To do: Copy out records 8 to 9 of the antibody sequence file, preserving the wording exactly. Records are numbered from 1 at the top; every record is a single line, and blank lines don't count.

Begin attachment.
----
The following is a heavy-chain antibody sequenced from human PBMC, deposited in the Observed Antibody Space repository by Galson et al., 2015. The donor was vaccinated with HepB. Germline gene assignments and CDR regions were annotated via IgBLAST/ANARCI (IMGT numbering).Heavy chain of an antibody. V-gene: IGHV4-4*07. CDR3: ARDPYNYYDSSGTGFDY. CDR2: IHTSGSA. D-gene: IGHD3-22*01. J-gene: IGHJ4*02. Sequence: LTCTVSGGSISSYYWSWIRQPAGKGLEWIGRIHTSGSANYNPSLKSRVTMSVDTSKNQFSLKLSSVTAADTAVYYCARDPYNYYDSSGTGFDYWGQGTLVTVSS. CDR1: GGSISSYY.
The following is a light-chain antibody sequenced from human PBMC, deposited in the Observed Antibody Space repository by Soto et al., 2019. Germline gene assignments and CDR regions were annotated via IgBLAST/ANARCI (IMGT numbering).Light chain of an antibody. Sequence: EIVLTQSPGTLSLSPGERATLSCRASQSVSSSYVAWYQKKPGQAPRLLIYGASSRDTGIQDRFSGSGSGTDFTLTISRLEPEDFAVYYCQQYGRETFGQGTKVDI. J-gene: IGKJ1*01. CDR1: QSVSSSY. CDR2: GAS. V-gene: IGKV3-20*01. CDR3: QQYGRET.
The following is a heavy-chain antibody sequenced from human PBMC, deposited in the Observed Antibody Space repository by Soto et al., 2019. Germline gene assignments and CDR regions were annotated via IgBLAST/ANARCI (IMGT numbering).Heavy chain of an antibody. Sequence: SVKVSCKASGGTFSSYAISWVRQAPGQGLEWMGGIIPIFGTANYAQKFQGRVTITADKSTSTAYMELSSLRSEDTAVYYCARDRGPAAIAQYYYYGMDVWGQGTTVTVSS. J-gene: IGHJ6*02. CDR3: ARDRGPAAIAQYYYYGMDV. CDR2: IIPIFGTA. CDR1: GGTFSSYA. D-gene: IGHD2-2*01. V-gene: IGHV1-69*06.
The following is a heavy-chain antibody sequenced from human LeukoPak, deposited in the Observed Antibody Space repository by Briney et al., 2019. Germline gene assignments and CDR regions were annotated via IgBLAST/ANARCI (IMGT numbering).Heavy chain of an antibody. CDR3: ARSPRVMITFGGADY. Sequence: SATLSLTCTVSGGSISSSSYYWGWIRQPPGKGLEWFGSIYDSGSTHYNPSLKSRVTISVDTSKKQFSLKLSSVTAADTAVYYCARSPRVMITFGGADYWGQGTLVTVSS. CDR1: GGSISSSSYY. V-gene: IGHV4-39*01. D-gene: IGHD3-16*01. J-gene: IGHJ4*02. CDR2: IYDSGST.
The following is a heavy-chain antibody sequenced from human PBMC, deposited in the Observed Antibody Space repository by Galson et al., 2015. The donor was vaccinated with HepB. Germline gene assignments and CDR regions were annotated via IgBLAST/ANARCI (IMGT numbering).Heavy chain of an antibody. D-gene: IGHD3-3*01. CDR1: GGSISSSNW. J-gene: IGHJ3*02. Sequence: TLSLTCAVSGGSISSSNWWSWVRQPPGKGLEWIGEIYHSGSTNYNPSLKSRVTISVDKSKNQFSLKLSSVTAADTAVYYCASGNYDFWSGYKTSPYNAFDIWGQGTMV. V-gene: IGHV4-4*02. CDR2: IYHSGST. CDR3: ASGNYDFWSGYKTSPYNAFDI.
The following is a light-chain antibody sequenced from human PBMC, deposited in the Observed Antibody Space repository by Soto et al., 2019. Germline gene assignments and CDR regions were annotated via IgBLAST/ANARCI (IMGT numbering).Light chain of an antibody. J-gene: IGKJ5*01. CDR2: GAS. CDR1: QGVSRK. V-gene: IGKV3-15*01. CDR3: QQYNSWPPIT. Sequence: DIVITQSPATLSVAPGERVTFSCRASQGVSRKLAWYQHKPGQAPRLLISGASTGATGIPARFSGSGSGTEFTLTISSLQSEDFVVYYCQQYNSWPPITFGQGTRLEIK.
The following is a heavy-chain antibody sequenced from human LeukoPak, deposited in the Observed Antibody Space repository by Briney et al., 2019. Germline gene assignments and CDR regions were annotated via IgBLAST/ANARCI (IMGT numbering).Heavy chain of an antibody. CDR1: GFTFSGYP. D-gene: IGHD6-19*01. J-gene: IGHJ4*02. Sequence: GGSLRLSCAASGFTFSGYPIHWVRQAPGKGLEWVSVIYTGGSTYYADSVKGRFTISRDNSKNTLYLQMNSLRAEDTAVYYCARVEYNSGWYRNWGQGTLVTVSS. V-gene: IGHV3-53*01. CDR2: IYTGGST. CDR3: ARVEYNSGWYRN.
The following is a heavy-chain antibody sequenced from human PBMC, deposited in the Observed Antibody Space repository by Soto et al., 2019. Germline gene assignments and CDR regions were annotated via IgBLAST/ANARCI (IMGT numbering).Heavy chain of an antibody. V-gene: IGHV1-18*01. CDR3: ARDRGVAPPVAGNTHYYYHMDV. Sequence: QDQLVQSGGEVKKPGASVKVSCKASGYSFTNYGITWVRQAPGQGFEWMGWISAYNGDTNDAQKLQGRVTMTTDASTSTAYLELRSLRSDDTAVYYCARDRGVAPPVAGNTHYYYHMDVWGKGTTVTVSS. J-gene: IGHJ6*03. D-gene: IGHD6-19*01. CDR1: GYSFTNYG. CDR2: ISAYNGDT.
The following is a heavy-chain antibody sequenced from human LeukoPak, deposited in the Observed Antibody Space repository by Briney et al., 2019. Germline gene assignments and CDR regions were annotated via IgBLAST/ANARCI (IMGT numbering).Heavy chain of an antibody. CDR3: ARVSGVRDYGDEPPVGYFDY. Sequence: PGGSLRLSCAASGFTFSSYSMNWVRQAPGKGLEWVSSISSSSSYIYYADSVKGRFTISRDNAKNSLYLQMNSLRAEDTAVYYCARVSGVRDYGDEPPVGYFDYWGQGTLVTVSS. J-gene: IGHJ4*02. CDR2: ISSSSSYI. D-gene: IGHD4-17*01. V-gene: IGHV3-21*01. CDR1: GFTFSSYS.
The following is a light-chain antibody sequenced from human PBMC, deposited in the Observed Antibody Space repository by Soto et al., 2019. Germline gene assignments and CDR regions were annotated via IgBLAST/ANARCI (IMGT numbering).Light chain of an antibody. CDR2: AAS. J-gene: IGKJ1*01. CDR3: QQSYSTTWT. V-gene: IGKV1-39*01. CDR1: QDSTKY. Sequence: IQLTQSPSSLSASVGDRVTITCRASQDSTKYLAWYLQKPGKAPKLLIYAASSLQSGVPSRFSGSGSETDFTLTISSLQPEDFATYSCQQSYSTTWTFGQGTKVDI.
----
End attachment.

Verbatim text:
The following is a heavy-chain antibody sequenced from human PBMC, deposited in the Observed Antibody Space repository by Soto et al., 2019. Germline gene assignments and CDR regions were annotated via IgBLAST/ANARCI (IMGT numbering).Heavy chain of an antibody. V-gene: IGHV1-18*01. CDR3: ARDRGVAPPVAGNTHYYYHMDV. Sequence: QDQLVQSGGEVKKPGASVKVSCKASGYSFTNYGITWVRQAPGQGFEWMGWISAYNGDTNDAQKLQGRVTMTTDASTSTAYLELRSLRSDDTAVYYCARDRGVAPPVAGNTHYYYHMDVWGKGTTVTVSS. J-gene: IGHJ6*03. D-gene: IGHD6-19*01. CDR1: GYSFTNYG. CDR2: ISAYNGDT.
The following is a heavy-chain antibody sequenced from human LeukoPak, deposited in the Observed Antibody Space repository by Briney et al., 2019. Germline gene assignments and CDR regions were annotated via IgBLAST/ANARCI (IMGT numbering).Heavy chain of an antibody. CDR3: ARVSGVRDYGDEPPVGYFDY. Sequence: PGGSLRLSCAASGFTFSSYSMNWVRQAPGKGLEWVSSISSSSSYIYYADSVKGRFTISRDNAKNSLYLQMNSLRAEDTAVYYCARVSGVRDYGDEPPVGYFDYWGQGTLVTVSS. J-gene: IGHJ4*02. CDR2: ISSSSSYI. D-gene: IGHD4-17*01. V-gene: IGHV3-21*01. CDR1: GFTFSSYS.